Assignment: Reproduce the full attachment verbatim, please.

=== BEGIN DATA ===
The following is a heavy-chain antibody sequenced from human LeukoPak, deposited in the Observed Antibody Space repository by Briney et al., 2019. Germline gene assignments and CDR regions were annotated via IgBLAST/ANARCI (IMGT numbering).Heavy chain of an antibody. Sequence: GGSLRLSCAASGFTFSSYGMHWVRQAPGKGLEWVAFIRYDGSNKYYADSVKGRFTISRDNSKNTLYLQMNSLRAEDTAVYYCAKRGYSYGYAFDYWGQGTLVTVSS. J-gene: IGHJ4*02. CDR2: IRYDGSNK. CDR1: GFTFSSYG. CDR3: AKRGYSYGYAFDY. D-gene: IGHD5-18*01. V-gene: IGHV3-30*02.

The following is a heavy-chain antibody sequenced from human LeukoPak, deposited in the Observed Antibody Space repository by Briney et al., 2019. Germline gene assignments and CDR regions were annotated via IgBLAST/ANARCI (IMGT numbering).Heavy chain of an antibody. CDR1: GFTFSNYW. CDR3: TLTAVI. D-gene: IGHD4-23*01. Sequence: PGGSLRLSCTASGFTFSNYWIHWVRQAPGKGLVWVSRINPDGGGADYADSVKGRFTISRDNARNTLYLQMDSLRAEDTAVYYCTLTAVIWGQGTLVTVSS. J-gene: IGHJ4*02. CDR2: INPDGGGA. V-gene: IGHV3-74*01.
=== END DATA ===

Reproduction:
The following is a heavy-chain antibody sequenced from human LeukoPak, deposited in the Observed Antibody Space repository by Briney et al., 2019. Germline gene assignments and CDR regions were annotated via IgBLAST/ANARCI (IMGT numbering).Heavy chain of an antibody. Sequence: GGSLRLSCAASGFTFSSYGMHWVRQAPGKGLEWVAFIRYDGSNKYYADSVKGRFTISRDNSKNTLYLQMNSLRAEDTAVYYCAKRGYSYGYAFDYWGQGTLVTVSS. J-gene: IGHJ4*02. CDR2: IRYDGSNK. CDR1: GFTFSSYG. CDR3: AKRGYSYGYAFDY. D-gene: IGHD5-18*01. V-gene: IGHV3-30*02.

The following is a heavy-chain antibody sequenced from human LeukoPak, deposited in the Observed Antibody Space repository by Briney et al., 2019. Germline gene assignments and CDR regions were annotated via IgBLAST/ANARCI (IMGT numbering).Heavy chain of an antibody. CDR1: GFTFSNYW. CDR3: TLTAVI. D-gene: IGHD4-23*01. Sequence: PGGSLRLSCTASGFTFSNYWIHWVRQAPGKGLVWVSRINPDGGGADYADSVKGRFTISRDNARNTLYLQMDSLRAEDTAVYYCTLTAVIWGQGTLVTVSS. J-gene: IGHJ4*02. CDR2: INPDGGGA. V-gene: IGHV3-74*01.